• homeuser
  • internet
  • intranet
  • katie
  • linux
  • login
  • loginpass
  • nokia
  • oeminstall
  • oemuser
  • office
  • oracle
  • orainstall
  • outlook
  • owner
  • pass1234
  • passwd
  • password
  • password1
  • peter
  • qwerty
  • server
  • siemens
  • sqlpassoainstall
  • staff
  • student
  • susan
  • system
  • teacher
  • technical
  • win2000
  • win2k
  • win98
  • windows
  • winnt
  • winpass
  • winxp
  • wwwadmin

It then drops copies of itself into the following network shares of successfully accessed systems:

  • ADMIN$\system32
  • C$\WINNT\system32
  • C$\Windows\system32
  • IPC$

It remotely executes every successfully dropped copy of itself as a service.

This worm also exploits the following Windows vulnerabilities to propagate across networks:

  • IIS/WebDAV vulnerability
  • Remote Procedure Call (RPC) Distributed Component Object Model (DCOM) vulnerability
  • LSASS vulnerability

More information on these vulnerabilities can be found on the following Web pages:

Backdoor Capabilities

This worm has backdoor capabilities. It connects to a remote IRC server and joins a specific IRC channel, where it receives commands coming from a remote malicious user, such as the following:

  • Change IRC server and channel where it connects to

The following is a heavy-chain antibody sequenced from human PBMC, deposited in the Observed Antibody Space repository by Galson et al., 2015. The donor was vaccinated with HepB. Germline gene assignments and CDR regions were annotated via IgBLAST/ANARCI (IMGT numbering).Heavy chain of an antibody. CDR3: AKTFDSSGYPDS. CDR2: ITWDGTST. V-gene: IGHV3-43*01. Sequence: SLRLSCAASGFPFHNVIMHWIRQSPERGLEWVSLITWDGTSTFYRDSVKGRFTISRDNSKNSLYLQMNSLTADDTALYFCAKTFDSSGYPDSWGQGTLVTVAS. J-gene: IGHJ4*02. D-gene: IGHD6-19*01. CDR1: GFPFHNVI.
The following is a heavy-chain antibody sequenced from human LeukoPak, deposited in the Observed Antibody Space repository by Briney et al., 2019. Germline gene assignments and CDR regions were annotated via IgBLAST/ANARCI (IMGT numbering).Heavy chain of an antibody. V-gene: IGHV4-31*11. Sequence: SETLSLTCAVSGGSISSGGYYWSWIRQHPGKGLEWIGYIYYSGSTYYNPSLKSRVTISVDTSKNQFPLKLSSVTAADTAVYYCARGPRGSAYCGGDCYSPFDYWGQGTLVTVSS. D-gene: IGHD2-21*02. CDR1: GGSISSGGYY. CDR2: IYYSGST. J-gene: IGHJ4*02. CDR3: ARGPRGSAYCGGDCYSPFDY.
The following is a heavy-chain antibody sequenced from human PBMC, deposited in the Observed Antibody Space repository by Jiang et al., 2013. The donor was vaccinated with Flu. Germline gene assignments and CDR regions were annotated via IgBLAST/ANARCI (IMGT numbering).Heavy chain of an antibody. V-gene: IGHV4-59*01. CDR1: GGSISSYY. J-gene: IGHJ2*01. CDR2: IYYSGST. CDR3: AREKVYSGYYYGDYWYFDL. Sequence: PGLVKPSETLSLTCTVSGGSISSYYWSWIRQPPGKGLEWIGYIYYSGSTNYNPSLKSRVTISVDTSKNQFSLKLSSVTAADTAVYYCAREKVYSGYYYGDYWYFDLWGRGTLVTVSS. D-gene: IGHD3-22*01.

• Download and execute files
  • Flush DNS cache
  • Add or remove default network shares
  • Enable DCOM protocol
  • Get system information, such as CPU speed, free memory, uptime, and free disk space
  • Delete files
  • Emulate an FTP server
  • List and terminate services and processes
  • Scan local area network for listening ports
  • Emulate a proxy server
  • Redirect connections
  • Log keystrokes

Denial of Service attack

This worm is capable of launching denial of service attack against a target site using the following methods:

  • HTTP flood
  • Ping flood
  • SYN flood
  • UPD flood

Information Theft

This worm is capable of stealing the Microsoft Windows product ID, as well as the CD keys of the following games:

  • Battlefield 1942
  • Battlefield 1942 (Road To Rome)
  • Battlefield 1942 (Secret Weapons of WWII)
  • Battlefield Vietnam
  • Black and White
  • Chrome
  • Command and Conquer: Generals
  • Command and Conquer: Generals (Zero Hour)
  • Command and Conquer: Red Alert
  • Command and Conquer: Red Alert 2
  • Command and Conquer: Tiberian Sun
  • Counter-Strike (Retail)
  • FIFA 2002
  • FIFA 2003
  • Freedom Force
  • Global Operations
  • Gunman Chronicles
  • Half-Life
  • Hidden & Dangerous 2
  • IGI 2: Covert Strike
  • Industry Giant 2
  • James Bond 007: Nightfire
  • Legends of Might and Magic
  • Medal of Honor: Allied Assault
  • Medal of Honor: Allied Assault: Breakthrough
  • Medal of Honor: Allied Assault: Spearhead
  • NHL 2002
  • NHL 2003
  • Nascar Racing 2002
  • Nascar Racing 2003
  • Need For Speed Hot Pursuit 2
  • Need For Speed: Underground
  • Neverwinter Nights
  • Neverwinter Nights (Hordes of the Underdark)
  • Neverwinter Nights (Shadows of Undrentide)
  • Rainbow Six III RavenShield
  • Shogun: Total War: Warlord Edition
  • Soldier of Fortune II - Double Helix
  • Soldiers Of Anarchy
  • The Gladiators
  • Unreal Tournament 2003
  • Unreal Tournament 2004



Analysis by: Raymond Richard Gamboa

Revision History:

First pattern file version: 2.342.04
First pattern file release date: Jan 11, 2005

SOLUTION